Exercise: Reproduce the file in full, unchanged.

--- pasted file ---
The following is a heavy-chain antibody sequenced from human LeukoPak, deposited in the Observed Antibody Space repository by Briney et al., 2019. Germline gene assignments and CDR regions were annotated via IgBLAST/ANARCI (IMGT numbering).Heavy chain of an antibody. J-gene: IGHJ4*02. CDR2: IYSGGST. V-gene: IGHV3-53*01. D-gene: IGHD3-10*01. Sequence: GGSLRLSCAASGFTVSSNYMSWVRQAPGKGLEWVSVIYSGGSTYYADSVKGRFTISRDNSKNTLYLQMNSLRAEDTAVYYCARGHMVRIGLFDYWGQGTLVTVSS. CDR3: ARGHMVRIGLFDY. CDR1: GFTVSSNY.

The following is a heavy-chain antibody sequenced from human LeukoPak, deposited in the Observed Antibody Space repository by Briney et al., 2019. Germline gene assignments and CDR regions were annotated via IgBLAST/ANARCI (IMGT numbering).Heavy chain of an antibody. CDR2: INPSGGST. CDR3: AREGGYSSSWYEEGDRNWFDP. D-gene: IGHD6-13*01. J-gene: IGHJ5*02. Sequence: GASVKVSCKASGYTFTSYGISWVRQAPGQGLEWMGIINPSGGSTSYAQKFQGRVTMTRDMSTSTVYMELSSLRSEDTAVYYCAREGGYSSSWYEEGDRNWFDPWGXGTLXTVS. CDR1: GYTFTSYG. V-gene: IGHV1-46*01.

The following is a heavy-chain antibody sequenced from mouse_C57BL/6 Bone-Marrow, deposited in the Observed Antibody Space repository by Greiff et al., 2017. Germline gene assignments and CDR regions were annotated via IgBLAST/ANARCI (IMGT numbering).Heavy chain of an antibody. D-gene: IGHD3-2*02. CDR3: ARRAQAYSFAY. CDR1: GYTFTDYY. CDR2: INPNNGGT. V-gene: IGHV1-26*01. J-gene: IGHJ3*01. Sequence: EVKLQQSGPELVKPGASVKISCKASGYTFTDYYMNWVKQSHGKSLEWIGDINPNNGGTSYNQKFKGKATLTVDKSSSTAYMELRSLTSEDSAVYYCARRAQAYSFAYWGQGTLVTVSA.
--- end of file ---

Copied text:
The following is a heavy-chain antibody sequenced from human LeukoPak, deposited in the Observed Antibody Space repository by Briney et al., 2019. Germline gene assignments and CDR regions were annotated via IgBLAST/ANARCI (IMGT numbering).Heavy chain of an antibody. J-gene: IGHJ4*02. CDR2: IYSGGST. V-gene: IGHV3-53*01. D-gene: IGHD3-10*01. Sequence: GGSLRLSCAASGFTVSSNYMSWVRQAPGKGLEWVSVIYSGGSTYYADSVKGRFTISRDNSKNTLYLQMNSLRAEDTAVYYCARGHMVRIGLFDYWGQGTLVTVSS. CDR3: ARGHMVRIGLFDY. CDR1: GFTVSSNY.

The following is a heavy-chain antibody sequenced from human LeukoPak, deposited in the Observed Antibody Space repository by Briney et al., 2019. Germline gene assignments and CDR regions were annotated via IgBLAST/ANARCI (IMGT numbering).Heavy chain of an antibody. CDR2: INPSGGST. CDR3: AREGGYSSSWYEEGDRNWFDP. D-gene: IGHD6-13*01. J-gene: IGHJ5*02. Sequence: GASVKVSCKASGYTFTSYGISWVRQAPGQGLEWMGIINPSGGSTSYAQKFQGRVTMTRDMSTSTVYMELSSLRSEDTAVYYCAREGGYSSSWYEEGDRNWFDPWGXGTLXTVS. CDR1: GYTFTSYG. V-gene: IGHV1-46*01.

The following is a heavy-chain antibody sequenced from mouse_C57BL/6 Bone-Marrow, deposited in the Observed Antibody Space repository by Greiff et al., 2017. Germline gene assignments and CDR regions were annotated via IgBLAST/ANARCI (IMGT numbering).Heavy chain of an antibody. D-gene: IGHD3-2*02. CDR3: ARRAQAYSFAY. CDR1: GYTFTDYY. CDR2: INPNNGGT. V-gene: IGHV1-26*01. J-gene: IGHJ3*01. Sequence: EVKLQQSGPELVKPGASVKISCKASGYTFTDYYMNWVKQSHGKSLEWIGDINPNNGGTSYNQKFKGKATLTVDKSSSTAYMELRSLTSEDSAVYYCARRAQAYSFAYWGQGTLVTVSA.